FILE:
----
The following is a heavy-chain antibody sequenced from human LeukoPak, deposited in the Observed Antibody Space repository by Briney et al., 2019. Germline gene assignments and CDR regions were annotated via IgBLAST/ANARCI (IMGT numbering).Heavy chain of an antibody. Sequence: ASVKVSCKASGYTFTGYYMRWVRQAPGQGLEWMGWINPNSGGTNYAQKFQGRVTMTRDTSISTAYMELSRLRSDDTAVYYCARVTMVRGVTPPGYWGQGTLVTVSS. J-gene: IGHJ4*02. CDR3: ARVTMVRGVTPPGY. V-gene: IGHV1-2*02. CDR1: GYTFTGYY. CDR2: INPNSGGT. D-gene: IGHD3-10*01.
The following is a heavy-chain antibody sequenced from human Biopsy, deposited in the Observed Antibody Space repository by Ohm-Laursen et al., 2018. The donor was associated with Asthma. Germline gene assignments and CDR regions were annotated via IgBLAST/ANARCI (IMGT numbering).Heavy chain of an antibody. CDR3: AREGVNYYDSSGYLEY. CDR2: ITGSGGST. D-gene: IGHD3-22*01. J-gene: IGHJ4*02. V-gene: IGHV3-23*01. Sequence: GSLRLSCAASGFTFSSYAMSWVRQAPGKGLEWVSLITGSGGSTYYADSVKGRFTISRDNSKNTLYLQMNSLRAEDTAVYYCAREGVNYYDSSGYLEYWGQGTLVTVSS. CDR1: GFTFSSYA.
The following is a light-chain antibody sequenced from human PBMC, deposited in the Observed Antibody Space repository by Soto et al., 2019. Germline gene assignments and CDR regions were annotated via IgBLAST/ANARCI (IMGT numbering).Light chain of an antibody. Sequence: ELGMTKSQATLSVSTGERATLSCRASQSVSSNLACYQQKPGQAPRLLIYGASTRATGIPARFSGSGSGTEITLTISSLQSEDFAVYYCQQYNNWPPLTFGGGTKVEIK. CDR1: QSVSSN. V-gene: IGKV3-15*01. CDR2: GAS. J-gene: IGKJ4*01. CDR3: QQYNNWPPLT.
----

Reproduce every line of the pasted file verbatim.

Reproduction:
The following is a heavy-chain antibody sequenced from human LeukoPak, deposited in the Observed Antibody Space repository by Briney et al., 2019. Germline gene assignments and CDR regions were annotated via IgBLAST/ANARCI (IMGT numbering).Heavy chain of an antibody. Sequence: ASVKVSCKASGYTFTGYYMRWVRQAPGQGLEWMGWINPNSGGTNYAQKFQGRVTMTRDTSISTAYMELSRLRSDDTAVYYCARVTMVRGVTPPGYWGQGTLVTVSS. J-gene: IGHJ4*02. CDR3: ARVTMVRGVTPPGY. V-gene: IGHV1-2*02. CDR1: GYTFTGYY. CDR2: INPNSGGT. D-gene: IGHD3-10*01.
The following is a heavy-chain antibody sequenced from human Biopsy, deposited in the Observed Antibody Space repository by Ohm-Laursen et al., 2018. The donor was associated with Asthma. Germline gene assignments and CDR regions were annotated via IgBLAST/ANARCI (IMGT numbering).Heavy chain of an antibody. CDR3: AREGVNYYDSSGYLEY. CDR2: ITGSGGST. D-gene: IGHD3-22*01. J-gene: IGHJ4*02. V-gene: IGHV3-23*01. Sequence: GSLRLSCAASGFTFSSYAMSWVRQAPGKGLEWVSLITGSGGSTYYADSVKGRFTISRDNSKNTLYLQMNSLRAEDTAVYYCAREGVNYYDSSGYLEYWGQGTLVTVSS. CDR1: GFTFSSYA.
The following is a light-chain antibody sequenced from human PBMC, deposited in the Observed Antibody Space repository by Soto et al., 2019. Germline gene assignments and CDR regions were annotated via IgBLAST/ANARCI (IMGT numbering).Light chain of an antibody. Sequence: ELGMTKSQATLSVSTGERATLSCRASQSVSSNLACYQQKPGQAPRLLIYGASTRATGIPARFSGSGSGTEITLTISSLQSEDFAVYYCQQYNNWPPLTFGGGTKVEIK. CDR1: QSVSSN. V-gene: IGKV3-15*01. CDR2: GAS. J-gene: IGKJ4*01. CDR3: QQYNNWPPLT.